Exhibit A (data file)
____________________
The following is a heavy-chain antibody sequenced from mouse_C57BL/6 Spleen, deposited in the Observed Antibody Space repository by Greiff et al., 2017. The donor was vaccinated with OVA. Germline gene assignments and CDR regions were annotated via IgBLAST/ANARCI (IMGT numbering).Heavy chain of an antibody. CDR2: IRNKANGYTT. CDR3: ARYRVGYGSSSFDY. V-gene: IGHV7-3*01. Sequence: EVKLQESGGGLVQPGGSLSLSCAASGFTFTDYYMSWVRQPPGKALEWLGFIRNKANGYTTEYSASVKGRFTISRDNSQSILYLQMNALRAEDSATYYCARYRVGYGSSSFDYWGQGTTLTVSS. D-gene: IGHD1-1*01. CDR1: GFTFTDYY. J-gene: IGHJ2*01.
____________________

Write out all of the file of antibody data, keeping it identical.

The following is a heavy-chain antibody sequenced from mouse_C57BL/6 Spleen, deposited in the Observed Antibody Space repository by Greiff et al., 2017. The donor was vaccinated with OVA. Germline gene assignments and CDR regions were annotated via IgBLAST/ANARCI (IMGT numbering).Heavy chain of an antibody. CDR2: IRNKANGYTT. CDR3: ARYRVGYGSSSFDY. V-gene: IGHV7-3*01. Sequence: EVKLQESGGGLVQPGGSLSLSCAASGFTFTDYYMSWVRQPPGKALEWLGFIRNKANGYTTEYSASVKGRFTISRDNSQSILYLQMNALRAEDSATYYCARYRVGYGSSSFDYWGQGTTLTVSS. D-gene: IGHD1-1*01. CDR1: GFTFTDYY. J-gene: IGHJ2*01.